‘Because that was the name I was given.’
‘But you were named Ana, weren’t you?’
‘Of course. My father wanted to call me Placer, pleasure, but my mother didn’t like it. She said Placer was no name for a decent, hard-working woman . . .’
Although Raquel could not see her face, she knew her grandmother was smiling, although she had never understood why it was funny. ‘And as I was the youngest in the family, and I was never very tall, and I was only fifteen when we left . . . Well, everyone always called me Anita.’
She finished braiding one side and began on the other: the plaits were perfect, the same length, the same thickness, not a single stray hair, and as symmetrical as ears of corn.
‘What about you?’ she asked after a moment. ‘Do you know why you’re called Raquel ?’
‘Of course I know.’ Raquel took a deep breath and rattled off the answer. ‘Grandma Rafaela didn’t like her own name, but she wanted Mamá to be able roll her Rs properly, so she wanted to find a different name beginning with R, and Raquel was the one she liked best, so she was called Raquel and Mamá and Papá liked it best too, and that’s why they called me Raquel too, even though people say the thing about rolling her Rs is just silly.’
‘Well, they’re wrong.’ Grandma Anita took the girl by the shoulders, turned her round and studied her carefully, looking for some fault she never found, then kissed her cheeks, her forehead and the tip of her nose. ‘Now you look beautiful. Do you want to wake your grandad ?’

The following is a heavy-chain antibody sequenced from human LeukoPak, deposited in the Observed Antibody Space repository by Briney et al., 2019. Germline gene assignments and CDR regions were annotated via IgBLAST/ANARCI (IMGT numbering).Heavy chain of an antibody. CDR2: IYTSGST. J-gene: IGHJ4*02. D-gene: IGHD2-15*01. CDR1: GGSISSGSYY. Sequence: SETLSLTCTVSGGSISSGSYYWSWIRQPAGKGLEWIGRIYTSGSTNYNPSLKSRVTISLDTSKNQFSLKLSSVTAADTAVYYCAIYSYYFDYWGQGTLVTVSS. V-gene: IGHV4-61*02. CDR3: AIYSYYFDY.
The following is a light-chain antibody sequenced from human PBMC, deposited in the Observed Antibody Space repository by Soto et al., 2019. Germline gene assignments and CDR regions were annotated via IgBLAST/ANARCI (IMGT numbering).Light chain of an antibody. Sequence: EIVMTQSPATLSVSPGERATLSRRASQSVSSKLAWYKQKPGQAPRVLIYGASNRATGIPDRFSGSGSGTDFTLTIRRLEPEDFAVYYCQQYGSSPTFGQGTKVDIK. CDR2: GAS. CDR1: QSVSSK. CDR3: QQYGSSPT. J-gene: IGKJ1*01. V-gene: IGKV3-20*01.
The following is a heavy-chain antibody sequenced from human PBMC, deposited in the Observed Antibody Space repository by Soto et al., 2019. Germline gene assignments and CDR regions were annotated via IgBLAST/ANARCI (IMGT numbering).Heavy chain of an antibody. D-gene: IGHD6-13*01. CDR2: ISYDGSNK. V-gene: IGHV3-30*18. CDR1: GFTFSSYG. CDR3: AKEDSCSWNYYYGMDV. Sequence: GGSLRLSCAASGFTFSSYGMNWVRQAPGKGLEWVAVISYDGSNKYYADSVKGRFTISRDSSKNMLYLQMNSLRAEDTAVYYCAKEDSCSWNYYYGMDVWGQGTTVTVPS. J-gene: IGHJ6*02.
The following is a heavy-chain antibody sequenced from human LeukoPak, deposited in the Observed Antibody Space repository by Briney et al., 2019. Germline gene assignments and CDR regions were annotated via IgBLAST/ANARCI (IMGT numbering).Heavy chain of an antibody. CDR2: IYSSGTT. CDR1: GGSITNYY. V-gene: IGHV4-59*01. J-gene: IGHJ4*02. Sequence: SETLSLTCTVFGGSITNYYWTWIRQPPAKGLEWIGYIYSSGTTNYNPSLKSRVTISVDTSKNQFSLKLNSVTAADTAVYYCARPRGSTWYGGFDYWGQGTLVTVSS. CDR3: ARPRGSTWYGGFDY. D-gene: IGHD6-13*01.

And Raquel dashed off into the darkness of the long hallway with its high ceiling and parquet floor, so different from her own apartment, until she came to the last door, the door to her grandparents’ room, where light reigned once more. She had always loved this apartment from the first time she saw it, unfurnished and freshly painted with a blue-and-white ‘For Sale’ sign hanging from a forlorn balcony that could not possibly imagine its future splendour. ‘Look, Mamá,’ she said struggling to read the words, partly because, although she had learned to speak in Spanish, she had learned to read in French, and partly because she had something with a strange name that her father and some of her uncles, and cousins, also had, which made it hard for them to read or write in either language. ‘